Acadiana’s fall healthcare crisis has arrived on schedule, about three weeks after noticeable increases in new coronavirus infections.
Emergency rooms are filled with patients needing regular hospital beds. Parked ambulances have become extensions of emergency rooms, with EMTs tending to patients for hours before beds free up. Soon they will be ferrying patients to hospitals in other parts of the state, wherever there is room.
The logjam works in the other direction, too. On Tuesday there were only a dozen available intensive care beds in the seven-parish region, which is home to more than 600,000 people. Yet some patients remained in intensive care because they had nowhere else to go. Ochsner Lafayette General staff on Tuesday needed to find regular beds for 11 formerly critical patients who had recovered enough for non-intensive care, according to spokesperson Patricia Thompson.
Hospitals are scrambling to expand intensive care units, facing challenges unlike those in previous COVID-19 case spikes. For one thing, intensive care capacity is a measure of staffing as well as bed counts, and more nurses are needed to expand. But temporary help is harder to find now when almost every state is experiencing a severe surge at the same time.
“We had nurses that came to us from throughout the country to help support us,” said Thompson, referring to southwest Louisiana’s devastating summer surge. “This time no one is sending the cavalry.”
For another thing, demand for intensive care is higher in fall and winter than in warmer times, meaning hospitals advance through their phased surge plans at a quicker pace. Our Lady of Lourdes Regional Medical Center has just begun the third stage of its surge plan, which will roughly double its intensive-care beds, from 24 to about 48.
This is the first time in the pandemic that Lourdes has gone to its third stage, even though COVID-19 patients are now taking up fewer beds than in the summer — about 30 percent now, compared with 50 percent during the summer peak, according to Chief Medical Officer Henry Kaufman.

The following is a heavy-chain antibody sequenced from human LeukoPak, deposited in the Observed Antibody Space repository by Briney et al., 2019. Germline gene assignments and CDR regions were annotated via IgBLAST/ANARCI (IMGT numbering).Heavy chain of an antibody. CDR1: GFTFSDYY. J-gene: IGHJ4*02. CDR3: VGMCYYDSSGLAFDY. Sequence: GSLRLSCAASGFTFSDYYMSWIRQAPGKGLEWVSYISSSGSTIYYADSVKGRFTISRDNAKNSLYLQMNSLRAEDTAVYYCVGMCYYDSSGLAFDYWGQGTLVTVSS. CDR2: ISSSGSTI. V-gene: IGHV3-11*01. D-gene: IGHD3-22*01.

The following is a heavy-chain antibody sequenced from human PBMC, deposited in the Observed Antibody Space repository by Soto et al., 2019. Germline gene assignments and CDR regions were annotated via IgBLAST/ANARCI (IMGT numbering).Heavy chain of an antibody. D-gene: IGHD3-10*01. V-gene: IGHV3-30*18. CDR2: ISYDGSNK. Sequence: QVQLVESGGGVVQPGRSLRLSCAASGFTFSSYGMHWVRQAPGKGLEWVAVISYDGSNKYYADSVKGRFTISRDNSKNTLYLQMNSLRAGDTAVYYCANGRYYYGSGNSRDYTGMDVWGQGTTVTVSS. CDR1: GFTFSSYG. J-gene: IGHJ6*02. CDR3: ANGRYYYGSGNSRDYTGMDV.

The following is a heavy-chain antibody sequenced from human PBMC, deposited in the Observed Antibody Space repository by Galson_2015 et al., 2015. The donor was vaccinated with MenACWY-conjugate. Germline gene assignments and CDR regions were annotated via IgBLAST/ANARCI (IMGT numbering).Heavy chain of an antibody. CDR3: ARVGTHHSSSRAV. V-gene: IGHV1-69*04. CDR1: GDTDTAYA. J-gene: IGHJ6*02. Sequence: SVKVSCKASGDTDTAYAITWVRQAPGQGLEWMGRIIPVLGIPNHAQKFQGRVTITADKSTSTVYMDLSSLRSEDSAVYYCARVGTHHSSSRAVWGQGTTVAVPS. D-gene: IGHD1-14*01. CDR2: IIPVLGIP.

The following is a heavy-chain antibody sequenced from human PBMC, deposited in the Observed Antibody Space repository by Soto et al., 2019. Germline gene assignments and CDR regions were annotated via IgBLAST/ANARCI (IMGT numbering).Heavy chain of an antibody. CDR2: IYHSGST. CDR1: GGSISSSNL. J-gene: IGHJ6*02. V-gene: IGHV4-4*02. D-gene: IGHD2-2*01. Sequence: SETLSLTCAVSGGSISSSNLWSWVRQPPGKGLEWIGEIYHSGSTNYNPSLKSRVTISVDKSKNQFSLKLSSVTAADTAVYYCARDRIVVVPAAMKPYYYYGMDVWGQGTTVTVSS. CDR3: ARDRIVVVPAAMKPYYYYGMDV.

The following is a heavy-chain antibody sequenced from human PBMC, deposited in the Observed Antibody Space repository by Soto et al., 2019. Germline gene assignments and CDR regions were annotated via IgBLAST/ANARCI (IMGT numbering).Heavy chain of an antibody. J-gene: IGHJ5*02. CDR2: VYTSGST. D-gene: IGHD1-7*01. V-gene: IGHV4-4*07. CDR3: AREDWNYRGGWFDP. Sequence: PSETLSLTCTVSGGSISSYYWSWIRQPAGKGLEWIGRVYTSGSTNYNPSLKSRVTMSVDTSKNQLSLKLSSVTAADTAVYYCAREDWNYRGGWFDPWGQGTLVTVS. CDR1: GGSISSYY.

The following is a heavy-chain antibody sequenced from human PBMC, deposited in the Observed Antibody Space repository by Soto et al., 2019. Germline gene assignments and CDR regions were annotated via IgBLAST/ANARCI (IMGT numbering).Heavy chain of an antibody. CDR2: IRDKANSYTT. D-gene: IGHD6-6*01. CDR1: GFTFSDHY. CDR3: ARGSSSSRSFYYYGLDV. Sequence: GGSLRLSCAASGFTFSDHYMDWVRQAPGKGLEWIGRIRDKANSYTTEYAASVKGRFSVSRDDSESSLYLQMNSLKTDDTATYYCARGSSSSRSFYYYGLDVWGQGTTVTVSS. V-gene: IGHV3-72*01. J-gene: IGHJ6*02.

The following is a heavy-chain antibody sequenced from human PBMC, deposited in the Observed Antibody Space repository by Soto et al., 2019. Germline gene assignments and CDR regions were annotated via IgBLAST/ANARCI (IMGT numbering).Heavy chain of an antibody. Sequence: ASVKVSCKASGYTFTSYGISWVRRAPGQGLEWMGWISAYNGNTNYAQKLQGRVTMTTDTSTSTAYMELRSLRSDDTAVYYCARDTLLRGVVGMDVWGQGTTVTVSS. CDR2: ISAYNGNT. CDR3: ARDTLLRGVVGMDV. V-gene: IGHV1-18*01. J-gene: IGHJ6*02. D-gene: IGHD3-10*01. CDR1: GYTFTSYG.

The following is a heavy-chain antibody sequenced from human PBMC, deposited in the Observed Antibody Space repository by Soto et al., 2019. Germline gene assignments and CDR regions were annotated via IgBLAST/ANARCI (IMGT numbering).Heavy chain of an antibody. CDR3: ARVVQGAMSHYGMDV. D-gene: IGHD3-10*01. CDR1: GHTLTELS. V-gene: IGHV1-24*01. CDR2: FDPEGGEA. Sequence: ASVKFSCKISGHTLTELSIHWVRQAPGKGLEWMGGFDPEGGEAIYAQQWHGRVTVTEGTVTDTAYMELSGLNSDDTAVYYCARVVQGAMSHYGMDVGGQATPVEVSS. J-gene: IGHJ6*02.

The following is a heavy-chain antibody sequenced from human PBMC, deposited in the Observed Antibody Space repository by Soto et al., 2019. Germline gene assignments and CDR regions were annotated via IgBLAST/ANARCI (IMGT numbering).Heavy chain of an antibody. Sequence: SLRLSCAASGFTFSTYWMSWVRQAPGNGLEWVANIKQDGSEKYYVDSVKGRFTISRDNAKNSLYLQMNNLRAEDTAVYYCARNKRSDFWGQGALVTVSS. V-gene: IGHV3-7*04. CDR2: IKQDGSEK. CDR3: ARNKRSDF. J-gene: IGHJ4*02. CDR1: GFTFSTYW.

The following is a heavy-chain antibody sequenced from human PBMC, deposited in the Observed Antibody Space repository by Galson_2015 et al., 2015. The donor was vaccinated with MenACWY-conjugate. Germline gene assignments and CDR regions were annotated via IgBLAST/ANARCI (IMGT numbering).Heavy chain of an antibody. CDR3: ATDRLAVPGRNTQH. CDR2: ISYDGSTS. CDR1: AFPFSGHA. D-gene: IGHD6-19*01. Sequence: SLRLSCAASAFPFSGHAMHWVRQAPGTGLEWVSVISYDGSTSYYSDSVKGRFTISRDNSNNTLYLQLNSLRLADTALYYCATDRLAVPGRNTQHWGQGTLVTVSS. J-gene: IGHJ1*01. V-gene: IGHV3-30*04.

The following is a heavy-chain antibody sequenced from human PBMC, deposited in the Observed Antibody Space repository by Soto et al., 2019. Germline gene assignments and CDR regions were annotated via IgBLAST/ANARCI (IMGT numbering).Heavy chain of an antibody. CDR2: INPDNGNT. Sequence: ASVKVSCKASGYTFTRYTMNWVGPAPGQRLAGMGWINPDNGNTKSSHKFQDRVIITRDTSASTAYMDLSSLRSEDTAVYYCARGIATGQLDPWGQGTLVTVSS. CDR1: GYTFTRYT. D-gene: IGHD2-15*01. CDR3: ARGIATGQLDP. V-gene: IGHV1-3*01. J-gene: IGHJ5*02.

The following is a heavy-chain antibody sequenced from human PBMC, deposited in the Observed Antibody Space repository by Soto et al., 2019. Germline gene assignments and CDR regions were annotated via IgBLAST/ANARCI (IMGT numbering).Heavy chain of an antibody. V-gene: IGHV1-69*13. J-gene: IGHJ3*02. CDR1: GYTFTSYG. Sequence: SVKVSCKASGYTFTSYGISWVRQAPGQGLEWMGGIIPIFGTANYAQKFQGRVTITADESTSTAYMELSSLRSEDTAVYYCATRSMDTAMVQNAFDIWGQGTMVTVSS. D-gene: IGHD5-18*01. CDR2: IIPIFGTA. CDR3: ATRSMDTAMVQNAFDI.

Kaufman said Lourdes will staff the expansion by reassigning nurses who normally work elective procedures — which will be stalled — to intensive care. Lourdes has a fourth surge stage as a well, but staffing for that “will be a challenge,” Kaufman said.
COVID-19 hospitalizations over a rolling two-week period had more than doubled for 12 straight days in the Acadiana region as of Nov. 30, when there were 220 inpatients. That was a 129% increase over the two-week period that ended on Nov. 16. That rate of increase is comparable to the one in the first half of July, which culminated in a peak of 304 COVID-19 hospitalizations across the region.
About half of the region’s COVID-19 patients were at Lafayette General, which saw its caseload jump from 13 to 107 in November. The Lourdes COVID-19 caseload quadrupled in two weeks. Both systems are holding new patients in emergency rooms while searching for beds.
As many as 20 patients are waiting in ERs at any time, forcing ambulances to wait for space to free up before heading out on another call, said Charles Burnell, medical director for Acadian Ambulance.
“It’s almost like a little mini-hospital bed for awhile,” Burnell said. “We function as a healthcare provider in that environment, just basically waiting and making sure nothing bad happens until they can get into a regular hospital bed.”
Elsewhere in Louisiana, Acadian is being forced to transport patients to facilities that are hours away from their homes, Burnell said. That has not happened yet in Acadiana, Burnell said, but he expects that it will soon.
“Right now we are not having those issues in those other states, but Louisiana is unique,” Burnell said, noting that Acadian also operates in Texas, Mississippi and Tennessee.
Whether Acadiana’s fall COVID-19 hospitalization spike exceeds the summer one will likely depend on whether Thanksgiving gatherings yield another bump in case counts. The November case surge occurred in sync with the aftermath of Halloween, but recent daily case counts are showing signs of leveling off. At the same time, daily case and test reporting has been erratic since Thanksgiving, making it difficult to identify a trend line.
Weekly “date of test” reports are more reliable for tracking the virus’s spread, but those reports are released on a seven-day lag. The next one is due on Wednesday, which will cover the period leading to the day before Thanksgiving. In other words, the effects of Thanksgiving will not be fully realized until well into this month, as healthcare providers brace for the impacts of the Christmas and New Year’s holidays.
“We don’t think it’s going to get better any time soon,” Kaufman said at a panel discussion in Carencro on Tuesday. “I am extremely concerned about where this pandemic is going to leave us once we reach the peak point.”